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Our guide to the best cheap wines (that taste good, too)


You may have a bubbly taste on a bottled wine budget, but that doesn’t mean you should settle for a bottle of wine that tastes like maroon vinegar. Or just plain vinegar.

Wine can run the gamut from Trader Joe’s Two Buck Chuck to wine that can cost more than our homes.

You’ve probably read those stories about wine selling in the hundreds of thousands, but perhaps the most interesting is the $3669.97 2015 Petrus Pomeral that Total Wine sells online. Tasting notes give these wine connoisseurs a rap: “…touches of anise, lavender, beef broth, wild thyme plus a lump of crushed rock.” crushed rocks;

But there’s something to all this knowledge about wine (crushed rock just means a metallic flavor) and we’re here to help you find some of the best cheap wines on the market. And by inexpensively we mean under $15. We offer suggestions but also ways for you to separate the price from the best cheap wines as you wander the wine aisles.

We spoke with some sommeliers and wine experts to get selection tricks and point us to valuable wines.

How is wine priced?

It is common for buyers to equate quality with cost. Sure, $35 cabernet is better than the under $15, right? not nessacary. Wine is priced using several variables.

Pricing reflects the cost of materials and labor, as well as volume. A great winemaker like Kendall Jackson produces millions of cases of Chardonnay annually. Butts & Hall, another Sonoma County, California, winemaker, produces significantly less.

Depending on the year and style, Kendall Jackson chardonnay can be had for as little as $15, sometimes as much as $8 on sale and at major retailers. Plan to spend about $45 for a bottle of Patz & Hall chardonnay. The boutique winery exports about 15,000 cans of Chardonnay annually. Size matters when it comes to pricing.

Is Batz & Hall Chardonnay 2017 Better Than Kendall Jackson’s Same Style? Possible and possible not. Sometimes, prices can be set according to the perceived value. But the only visualization we’re interested in here is how to get the best cheap wines.

Where do you buy wine?

A large grocery store stocks hundreds of bottles of wine and the prices are good. For many of us, this is our go-to wine shop. There are a lot of brands you know: Yellow Tail from Australia; Robert Mondavi of California and even La Marca of Spain make the famous $12 bottle of Prosecco that’s perfect for Sunday brunch. (Champagne lesson: sparkling wine in France is called Champagne, in Italy it’s called prosecco and in Spain it’s cava. Bring trivia night.)

Instead of recognizing the brands, you might think that France makes the best red wines and California the best white wines. Once again, our perceptions of what is fantastic and what is unfamiliar help determine prices.

Then there are a lot of cool labels and that’s how some pick the wine. Honestly how can you resist Michael David Little Little With a circus-themed label and a fun name? The Sirah mix can often be had for $13 or less on sale. It’s cheap given in grocery stores and the wine section of Costco, Sam’s Club or Target, but a good choice can be trickier among the wide choices.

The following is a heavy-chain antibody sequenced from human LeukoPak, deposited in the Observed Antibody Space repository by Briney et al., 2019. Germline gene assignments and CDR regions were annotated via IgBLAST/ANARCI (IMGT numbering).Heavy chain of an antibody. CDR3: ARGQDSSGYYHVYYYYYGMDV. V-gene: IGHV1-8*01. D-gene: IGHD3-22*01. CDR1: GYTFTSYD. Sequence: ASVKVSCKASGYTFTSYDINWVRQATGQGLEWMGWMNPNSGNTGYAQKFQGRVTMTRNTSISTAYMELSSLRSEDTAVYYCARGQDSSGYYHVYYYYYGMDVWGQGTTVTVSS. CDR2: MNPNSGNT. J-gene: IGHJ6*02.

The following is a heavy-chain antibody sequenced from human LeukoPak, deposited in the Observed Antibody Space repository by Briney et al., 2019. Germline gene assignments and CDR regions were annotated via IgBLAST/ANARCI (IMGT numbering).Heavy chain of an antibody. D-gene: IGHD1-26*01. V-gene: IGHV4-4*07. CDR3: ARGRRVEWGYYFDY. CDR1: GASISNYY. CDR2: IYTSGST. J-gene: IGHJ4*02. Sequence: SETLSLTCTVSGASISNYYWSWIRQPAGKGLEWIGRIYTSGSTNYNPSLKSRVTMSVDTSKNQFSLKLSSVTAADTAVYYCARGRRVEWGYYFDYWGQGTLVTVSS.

Tips for scoring good cheap wine

You’ll get more selection guidance at a boutique wine market or even at a large-scale liquor store than you’ll get at a grocery store or Costco & Co. , but our tips will help you go out on your own and find lots of good cheap wines under $15, even around $10.

1. International wine purchase

The United States — and California specifically — produces a lot of great wine, says Vincent Entre, founder and host of V is for Vino Wine Show, streamed for free on YouTube and various other places.

Since California produces so much wine, he says, it’s hard to spot the good stuff.

However, South American wines tend to be less expensive due to lower labor costs and generally good quality land. Or look at Europe, specifically Italy, where costs may come down through several factors, including:

  • Government assistance to wine producers, which is available in many grape-growing regions.
  • Regulations that control everything from grape yield to where the grapes come from to the use of additives.
  • The distribution model does not differ from state to state and does not include three layers, with each layer encoding wines every step of the way.
  • Produce more wine for beginners, because most Europeans see wine as part of the meal rather than a luxury item.

2. Stay away from trendy liquor

Wine, like all things, goes through trends, according to Matthew Woodburn-Symonds, the UK-based independent sommelier who runs painting unknownA website that celebrates international food and drinks.

To get a bargain, avoid trends, he says.

“Instead of New Zealand sauvignon blanc or Argentine malbec, look for Argentine cabernet franc or New Zealand gris pinot,” he says. They will be the same price, but with a higher quality, because popularity does not lead to a higher price. ”

So yes, you can find an Argentine malbec for $15, but a $15 Cabernet Franc would probably be better.

The same holds true for lesser-known Eastern European wine-growing countries such as Greece, Slovenia and Hungary, all of which currently produce high-quality wines at pocket-friendly prices, Woodburn Symonds said.

3. Don’t be afraid of weird

Instead of making it to Sauvignon in California—because the best Cabernet grapes grown there go to more expensive bottles—look for Cabernet from Argentina. Argentine wine producers are known for their malbec, not cabernet, so probably the best quality grapes in a cabernet bottle, according to Kathleen Berchad, author of Wine lover apprentice Owner of the Fine Wine Concierge in New York.